A. Products is a very different game. It requires a different level of confidence. In the services business you boot strap. You put some money in, more comes out. You use it to expand etc. It is a cost plus business. The product business is a big gamble. You have to say: here is my 25 million dollars, bang. It is a big poker game. That is not the culture that exists in India. It exists only in US, nowhere else in the world. That is the culture I built my business on. That is the only thing that I know how to do. I don't know how to build a service business.

Q. Will Tejas support Sycamore products worldwide?
A. Absolutely. You build the capabilities and then go wherever you can. So the professional services group in Tejas will go to the US, China, Malaysia, Indonesia and so on. There won't be any territorial issues. Right now the market is growing at such a rapid pace that everybody can have a piece of the pie if they can deliver.

Q. You promise bandwidth nirvana, but do you have a problem of bandwidth in India for Tejas? A. Of course. The amount of money you have to pay in India is ridiculous. For a 2 MB pipe to US, it is $50,000 a month. In Europe, it is $3,500 a year and Singapore it is even cheaper.

Q. Europe is a large market, so if closeness to market is the issue then how come there are no great product companies from Europe except in mobile telephony?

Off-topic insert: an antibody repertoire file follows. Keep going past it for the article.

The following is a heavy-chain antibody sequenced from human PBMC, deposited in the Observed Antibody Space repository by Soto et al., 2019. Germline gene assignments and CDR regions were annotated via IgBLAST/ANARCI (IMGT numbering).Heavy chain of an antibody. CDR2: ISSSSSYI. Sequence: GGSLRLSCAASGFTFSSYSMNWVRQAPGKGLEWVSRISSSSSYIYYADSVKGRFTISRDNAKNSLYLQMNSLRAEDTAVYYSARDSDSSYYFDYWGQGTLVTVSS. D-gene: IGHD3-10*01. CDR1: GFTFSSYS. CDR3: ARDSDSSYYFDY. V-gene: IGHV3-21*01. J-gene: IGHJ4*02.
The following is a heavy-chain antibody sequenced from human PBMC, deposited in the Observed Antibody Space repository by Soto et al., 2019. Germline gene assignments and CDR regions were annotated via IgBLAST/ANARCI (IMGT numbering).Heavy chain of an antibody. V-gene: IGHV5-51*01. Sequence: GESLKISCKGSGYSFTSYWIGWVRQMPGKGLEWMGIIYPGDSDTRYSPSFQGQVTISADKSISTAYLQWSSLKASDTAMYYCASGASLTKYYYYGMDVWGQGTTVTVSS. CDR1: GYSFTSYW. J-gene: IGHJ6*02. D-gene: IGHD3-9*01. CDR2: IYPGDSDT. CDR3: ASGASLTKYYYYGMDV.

A. Because they are not entrepreneurial. It's the same thing in Japan. You look at Siemens, Alcatel, etc, they are not entrepreneurial. They cannot think out of the box, they cannot innovate. As a result, all these companies and countries are very good at going after a large market: 1 million cars, 100 million watches, 10 million cameras, they are good at that. But whenever the market changes very rapidly where you have to innovate and competition is very intense, they are not good at it. The only country which has done very well in such markets is the US, because they are a very, very open country. They do not say, "Hey Desh, you are from India and so you cannot set up a company in the US. So you can get the best people in the world and go after the competition. India needs to do the same thing.